The 1860s was an interesting time for England if the characters in Assassin’s Creed Syndicate are any indication. The theory of Evolution was gradually becoming accepted in the scientific community, those Penny Dreadful stories were arguably at the height of popularity, and, all in all, it was the middle of what historians call ‘Britain’s golden years’. It’s important to know these things because this was also the decade in which the second industrial revolution was really hitting its stride and with it, a cultural revolution of sorts. The British had an empire that stretched across the globe (albeit of questionable stability) and anything that affected it would spread through each land.
Unlike its predecessor, Assassin’s Creed Syndicate has an atmosphere within the confines of its London setting. In more ways than one, it embodies several aspects of English culture, both new and old. That’s one of the reasons you may have noticed that in certain moments, Assassin’s Creed Syndicate feels like it’s a part of some British TV show. Charlie Chaplin, in particular, comes to mind. Not the most up and coming of stars, but the slapstick humour he is famous for seems to be abundant and oddly enough, in the combat style present in Assassin’s Creed Syndicate. Anyone who’s seen Easy Street might know what we mean.
Everything in a fight from Evie and Jacob’s fast-paced, almost violent slapstick style of combat to the elevated music using just a hint of brass, the whole thing is reminiscent of those old silent comedy films. All that’s missing are the few seconds of silent mouth movements shortly followed by a black screen and inter-titles.
While we’re on the subject of incredibly old media references, you might have expected Crawford Starrick, the handlebar moustachioed villain using his railroad company as a part of his dastardly schemes, to tie someone up and leave them on one of his train tracks. After all, he’s just one black cape and top hat away from being Snidely Whiplash: a handlebar moustachioed villain using the railroad as a part of his dastardly schemes, i.e. tying up Nell Fenwick to the train tracks and hoping Dudley doesn’t save her, all the while twirling his fine moustache.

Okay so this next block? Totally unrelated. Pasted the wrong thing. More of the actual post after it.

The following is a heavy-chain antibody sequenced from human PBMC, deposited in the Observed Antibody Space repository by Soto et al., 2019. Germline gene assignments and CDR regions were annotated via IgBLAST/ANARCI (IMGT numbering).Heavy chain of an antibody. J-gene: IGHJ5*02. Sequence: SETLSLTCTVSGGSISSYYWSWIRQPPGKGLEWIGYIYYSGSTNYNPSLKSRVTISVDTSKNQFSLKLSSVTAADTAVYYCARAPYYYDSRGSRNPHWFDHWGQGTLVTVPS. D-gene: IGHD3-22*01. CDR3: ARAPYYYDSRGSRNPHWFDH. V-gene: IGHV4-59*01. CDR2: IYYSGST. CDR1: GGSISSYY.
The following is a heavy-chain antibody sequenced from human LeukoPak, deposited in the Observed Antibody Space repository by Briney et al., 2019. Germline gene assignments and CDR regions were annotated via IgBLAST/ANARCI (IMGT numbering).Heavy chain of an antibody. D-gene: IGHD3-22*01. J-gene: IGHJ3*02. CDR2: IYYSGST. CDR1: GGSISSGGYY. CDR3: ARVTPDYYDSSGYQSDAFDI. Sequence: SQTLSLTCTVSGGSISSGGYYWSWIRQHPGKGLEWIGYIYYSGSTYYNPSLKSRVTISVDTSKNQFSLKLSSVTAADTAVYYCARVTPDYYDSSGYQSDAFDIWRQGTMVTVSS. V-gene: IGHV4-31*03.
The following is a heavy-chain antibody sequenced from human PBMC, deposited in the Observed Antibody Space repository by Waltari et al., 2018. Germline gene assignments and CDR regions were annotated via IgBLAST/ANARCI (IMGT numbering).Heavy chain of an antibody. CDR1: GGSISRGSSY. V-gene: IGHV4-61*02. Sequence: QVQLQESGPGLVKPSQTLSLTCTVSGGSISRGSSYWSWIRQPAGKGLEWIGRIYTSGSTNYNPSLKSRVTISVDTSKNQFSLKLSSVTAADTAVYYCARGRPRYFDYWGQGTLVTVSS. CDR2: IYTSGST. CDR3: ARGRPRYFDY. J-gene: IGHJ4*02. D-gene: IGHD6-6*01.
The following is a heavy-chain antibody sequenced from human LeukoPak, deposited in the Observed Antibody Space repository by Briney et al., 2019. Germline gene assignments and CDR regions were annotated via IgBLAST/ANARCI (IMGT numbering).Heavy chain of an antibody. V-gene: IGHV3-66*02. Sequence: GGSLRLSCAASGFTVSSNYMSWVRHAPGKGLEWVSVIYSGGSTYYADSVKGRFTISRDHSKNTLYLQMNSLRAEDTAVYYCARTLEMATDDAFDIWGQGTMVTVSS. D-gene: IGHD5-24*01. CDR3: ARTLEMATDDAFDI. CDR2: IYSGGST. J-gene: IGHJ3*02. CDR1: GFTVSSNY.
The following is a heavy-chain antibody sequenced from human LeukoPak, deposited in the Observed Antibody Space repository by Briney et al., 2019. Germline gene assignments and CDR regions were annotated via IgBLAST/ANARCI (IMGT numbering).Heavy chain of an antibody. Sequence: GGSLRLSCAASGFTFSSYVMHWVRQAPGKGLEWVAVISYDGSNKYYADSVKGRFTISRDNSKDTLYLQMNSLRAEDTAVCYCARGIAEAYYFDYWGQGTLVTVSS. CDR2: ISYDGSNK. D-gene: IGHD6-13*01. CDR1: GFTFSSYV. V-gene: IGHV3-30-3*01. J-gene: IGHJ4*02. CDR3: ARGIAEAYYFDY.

It’s obvious by now that the video games industry wants to compete with the film industry. More and more, we see celebrities joining the cast of triple-A video games and epic ‘set pieces’ with musical scores composed lovingly by famous composers. It’s no wonder that the creative style and overall atmosphere of certain video games would make cultural references or references to famous films or icons relating to the plot and/or setting of the game, and it is nice to have some level of interaction with it, something you certainly cannot have with films, no matter how much they try to shove 3D in your face.
Hopefully more video games will begin to offer a similar kind of atmosphere. Not necessarily pertaining to the talented Charlie Chaplin, but of something else we all know and love. It’s doubtful that Assassin’s Creed Empire will give us anything to compare, but here’s hoping all the same.